Unit testing coroutines


#1

Say I’ve got some code which looks like this:

class SomeClass() {
    fun doSomething() {
        launch(UI) {
            val data = getDataFromNet()
            updateUI(data)
        }
    }

    private suspend fun getDataFromNet() = withContext(CommonPool) {
        ...
    }
}

I’ve been thinking about the best way to unit test this. The first problem is that (especially in Android) the UI dispatcher isn’t available while testing. That’s fixed by injecting the dispatcher in the class’ constructor, and using some other dispatcher (like CommonPool) in the test. But then we get to the second, bigger problem of making sure all the code is run before the unit test finishes.

I could change doSomething() to return the Job that launch returns, and have the unit test join it. The con of that is I’m changing my API just to support testing, and exposing implementation details.

Another possibility is taking advantage of the fact that a parent coroutine won’t exit until its child coroutines are finished. I could use runBlocking in the unit test and pass its coroutine context to the class, which would pass it to the coroutines as the context:

@Test
fun testSomething() {
    runBlocking {
        val testObj = SomeClass(coroutineContext)
        testObj.doSomething()
        // validate
    }
}

One problem with this is that you need to create the class under test inside runBlocking so it can access the coroutine context, which isn’t the standard way. Also this completely breaks if the class explicitly sets the coroutine’s parent.

This StackOverflow question has an interesting solution. You create an interface which calls the coroutine functions, and have separate implementations for real and test. The class can delegate to the interface to make the code more readable. The test version runs everything on the same thread, so all coroutines execute synchronously. This is pretty good, though it means creating an abstraction for a language feature, which seems a bit much.

I had some success using a dispatcher created from an Executor which synchronously calls the code passed to it:

object DirectExecutor : Executor {
    override fun execute(command: Runnable?) {
        command?.run()
    }
}

The class constructor now takes a UI dispatcher and a background dispatcher. In the real code you pass in UI and CommonPool, while in the test you pass DirectExecutor.asCoroutineDispatcher(). This works pretty well, unless you call delay() in your coroutine, which causes the coroutine to resume on a background thread.

I think ultimately the best way would be to create a full-featured test dispatcher, which always runs code on the main thread, and handles things like starting lazily.

Anyone else got any ideas?


#2

There are a few options, but why do use launch(UI) right inside doSomething? It is going to be easier to test if that was a suspend fun doSomething() = withContext(UI) { … }. Then you’d simply invoke it from your test with UI replaced by coroutineContext of your runBlocking and it would work as desired, even with delays.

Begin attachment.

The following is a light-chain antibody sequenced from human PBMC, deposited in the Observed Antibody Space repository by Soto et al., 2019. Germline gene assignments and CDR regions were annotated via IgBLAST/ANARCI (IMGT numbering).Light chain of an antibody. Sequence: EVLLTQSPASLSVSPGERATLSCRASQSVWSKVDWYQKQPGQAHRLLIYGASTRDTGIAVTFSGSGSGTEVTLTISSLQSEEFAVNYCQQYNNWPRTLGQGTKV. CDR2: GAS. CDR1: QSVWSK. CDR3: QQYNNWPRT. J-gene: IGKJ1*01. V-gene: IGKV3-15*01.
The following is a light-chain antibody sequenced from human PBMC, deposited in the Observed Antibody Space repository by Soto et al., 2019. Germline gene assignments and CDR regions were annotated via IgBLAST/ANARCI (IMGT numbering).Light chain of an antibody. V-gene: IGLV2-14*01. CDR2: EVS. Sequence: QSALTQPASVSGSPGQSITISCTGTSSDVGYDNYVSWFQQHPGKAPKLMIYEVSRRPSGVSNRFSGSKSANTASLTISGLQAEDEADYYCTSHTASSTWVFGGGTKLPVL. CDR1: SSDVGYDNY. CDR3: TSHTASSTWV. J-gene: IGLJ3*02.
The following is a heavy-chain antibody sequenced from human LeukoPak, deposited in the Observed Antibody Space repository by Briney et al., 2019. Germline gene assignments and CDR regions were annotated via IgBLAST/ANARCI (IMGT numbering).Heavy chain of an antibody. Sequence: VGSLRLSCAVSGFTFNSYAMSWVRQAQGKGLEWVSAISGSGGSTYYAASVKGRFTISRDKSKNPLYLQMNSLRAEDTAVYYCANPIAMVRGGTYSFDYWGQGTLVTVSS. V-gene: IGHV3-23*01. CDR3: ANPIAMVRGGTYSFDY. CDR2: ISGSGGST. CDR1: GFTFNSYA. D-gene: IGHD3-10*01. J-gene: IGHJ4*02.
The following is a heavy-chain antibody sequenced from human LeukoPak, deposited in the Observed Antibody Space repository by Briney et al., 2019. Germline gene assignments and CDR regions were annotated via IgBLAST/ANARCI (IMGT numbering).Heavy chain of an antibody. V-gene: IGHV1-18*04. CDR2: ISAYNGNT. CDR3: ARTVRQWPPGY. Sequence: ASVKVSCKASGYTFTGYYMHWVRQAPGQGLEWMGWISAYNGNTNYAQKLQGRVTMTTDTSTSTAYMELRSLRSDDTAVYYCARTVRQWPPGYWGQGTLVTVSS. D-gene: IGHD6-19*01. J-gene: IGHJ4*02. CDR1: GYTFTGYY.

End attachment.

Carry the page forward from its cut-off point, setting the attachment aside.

#3

If you’re suggesting changing the class’ public API to be a suspend function, I can see a couple of problems with that.

  • You need to move the launch to some other class, which should be unit tested at some point. This seems like kicking the can down the road, since you’ll have the same problems testing that class.
  • My example is based on an Android view model with data binding that I’m working on. So the code which calls this is generated by the compiler, and I can’t stick a launch in there.

The other way to go would be something like this:

fun doSomething() = launch(UI) {
    doSomethingImpl()
}

@VisibleForTesting
suspend fun doSomethingImpl() = withContext(uiContext) { ... }

That seems like a code smell to me.

It boils down to this: I’ve got a class with a public API. For testing I shouldn’t care what the implementation is. If the class requires me to inject a dispatcher or context, that’s fine. But making me change the API just so I can test it isn’t good.


#4

It occurred to me that instead of a test dispatcher, there could also be a JUnit 4 Rule or JUnit 5 Extension that forces coroutines to run synchronously. Android has the InstantTaskExecutorRule which makes the new Architecture Components (e.g. LiveData) run synchronously.


#5

I know it is also not ideal, but you could use Robolectric for that. It simulates Android’s UI thread (along with all other Android classes).


#6

Thanks to this answer to a related StackOverflow question. I think I’ve got a good solution.

class TestDirectContext : CoroutineDispatcher(), Delay {
    override fun scheduleResumeAfterDelay(time: Long, unit: TimeUnit, continuation: CancellableContinuation<Unit>) {
        continuation.resume(Unit)
    }

    override fun dispatch(context: CoroutineContext, block: Runnable) {
        block.run()
    }
}

Using this as a coroutine’s context will run it on the calling thread (like the DirectExecutor from my original post) and calls to delay() don’t switch execution to a background thread (delay() also doesn’t delay, which is probably fine in a unit test).